Presentations

Why Propensity Scores Should Not Be Used For Matching, at Department of Epidemiology, Harvard T.H. Chan School of Public Health, Thursday, October 15, 2015:

This talk summarizes a paper -- Gary King and Richard Nielsen. 2015. “Why Propensity Scores Should Not Be Used for Matching” -- with this abstract:  Researchers use propensity score matching (PSM) as a data preprocessing step to selectively prune units prior to applying a model to estimate a causal effect. The goal of PSM is to reduce imbalance in the chosen pre-treatment covariates between the treated and control groups, thereby reducing the...

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Explaining Systematic Bias and Nontransparency in US Social Security Administration Forecasts, at Inaugural Distinguished Lecture, Institute for Social Science, UC-Davis, Wednesday, October 7, 2015:


The accuracy of U.S. Social Security Administration (SSA) demographic and financial forecasts is crucial for the solvency of its Trust Funds, government programs comprising greater than 50% of all federal government expenditures, industry decision making, and the evidence base of many scholarly articles. Forecasts are also essential for scoring policy proposals put forward by both political parties or anyone else. Because SSA makes public little replication information, and uses ad hoc, qualitative, and antiquated statistical forecasting methods...

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Why Propensity Scores Should Not Be Used for Matching, at Harvard Medical School, Brigham and Women's Hosptial, Division of Pharmacoepidemiology and Pharmacoeconomics, Wednesday, September 23, 2015:

This talk summarizes a paper -- Gary King and Richard Nielsen. 2015. “Why Propensity Scores Should Not Be Used for Matching” -- with this abstract:  Researchers use propensity score matching (PSM) as a data preprocessing step to selectively prune units prior to applying a model to estimate a causal effect. The goal of PSM is to reduce imbalance in the chosen pre-treatment covariates between the treated and control groups, thereby reducing the...

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Why Propensity Scores Should Not Be Used For Matching, at Harvard's Applied Statistics Workshop, at IQSS, Wednesday, September 16, 2015:

This talk summarizes a paper -- Gary King and Richard Nielsen. 2015. “Why Propensity Scores Should Not Be Used for Matching” -- with this abstract:  Researchers use propensity score matching (PSM) as a data preprocessing step to selectively prune units prior to applying a model to estimate a causal effect. The goal of PSM is to reduce imbalance in the chosen pre-treatment covariates between the treated and control groups, thereby reducing the...

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Why Propensity Scores Should Not Be Used for Matching, at International Methods Colloquium , Friday, September 11, 2015:

This talk summarizes a paper -- Gary King and Richard Nielsen. 2015. “Why Propensity Scores Should Not Be Used for Matching” -- with this abstract:  Researchers use propensity score matching (PSM) as a data preprocessing step to selectively prune units prior to applying a model to estimate a causal effect. The goal of PSM is to reduce imbalance in the chosen pre-treatment covariates between the treated and control groups, thereby reducing the degree of model dependence and...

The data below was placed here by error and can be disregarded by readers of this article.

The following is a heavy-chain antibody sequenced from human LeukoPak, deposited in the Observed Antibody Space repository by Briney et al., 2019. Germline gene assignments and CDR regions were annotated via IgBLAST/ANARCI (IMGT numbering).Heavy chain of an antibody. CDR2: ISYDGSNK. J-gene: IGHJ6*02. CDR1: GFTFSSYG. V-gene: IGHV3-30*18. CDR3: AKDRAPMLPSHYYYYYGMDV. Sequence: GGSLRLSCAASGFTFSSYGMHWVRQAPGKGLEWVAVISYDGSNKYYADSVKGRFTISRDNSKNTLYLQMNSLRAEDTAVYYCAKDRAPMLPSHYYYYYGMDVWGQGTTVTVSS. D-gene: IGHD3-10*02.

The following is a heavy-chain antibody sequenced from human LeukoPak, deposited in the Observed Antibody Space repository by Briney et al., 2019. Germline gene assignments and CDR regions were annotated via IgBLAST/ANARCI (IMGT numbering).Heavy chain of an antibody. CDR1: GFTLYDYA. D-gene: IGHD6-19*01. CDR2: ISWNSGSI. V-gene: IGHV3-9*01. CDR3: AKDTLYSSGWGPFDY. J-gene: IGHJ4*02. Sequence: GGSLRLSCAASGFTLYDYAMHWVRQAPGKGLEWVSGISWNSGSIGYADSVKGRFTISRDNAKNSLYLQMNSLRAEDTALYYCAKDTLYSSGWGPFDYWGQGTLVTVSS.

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Talks on Matching Methods for Causal Inference, at Food and Drug Administration, Washington DC, Tuesday, August 25, 2015:

Two talks on causal inference using matching methods. The first talk is based on King, Gary, and Richard Nielsen. 2015. “Why Propensity Scores Should Not Be Used for Matching”. The second talk is based on these papers:

  • Iacus, Stefano M, Gary King, and Giuseppe Porro. 2011...
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Why Propensity Scores Should Not Be Used For Matching, at Society for Political Methodology, University of Rochester, Friday, July 24, 2015:

This talk summarizes a paper -- Gary King and Richard Nielsen. 2015. “Why Propensity Scores Should Not Be Used for Matching” -- with this abstract: Researchers use propensity score matching (PSM) as a data preprocessing step to selectively prune units prior to applying a model to estimate a causal effect. The goal of PSM is to reduce imbalance in the chosen pre-treatment covariates between the treated and control groups...

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Reverse-Engineering Censorship in China, at Harvard Graduate School of Arts and Science Alumni Day, Saturday, April 11, 2015:

Joint talk together with Jennifer Pan.  

Chinese government censorship of social media constitutes the largest selective suppression of human communication in recorded history. In three ways, we show, paradoxically, that this large system also leaves large footprints that reveal a great deal about itself and the intentions of the government. First is an observational study where we download all social media posts before the Chinese government can read and censor those they deem...

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Simplifying Matching Methods for Causal Inference, at MIT, Political Methodology Series, Monday, March 16, 2015:

This talk explains how to make matching methods for causal inference easier to use and more powerful. Applied researchers commonly use matching methods as a data preprocessing step for reducing model dependence and bias, after which they use whatever statistical procedure they would have without matching, such as regression. They routinely ignore the requirement that all matches be exact, and also commonly use ad hoc analyses that iterate between formal matching methods and informal balance and sample size checks. The talk describes 3 papers which (1) offer the first comprehensive...

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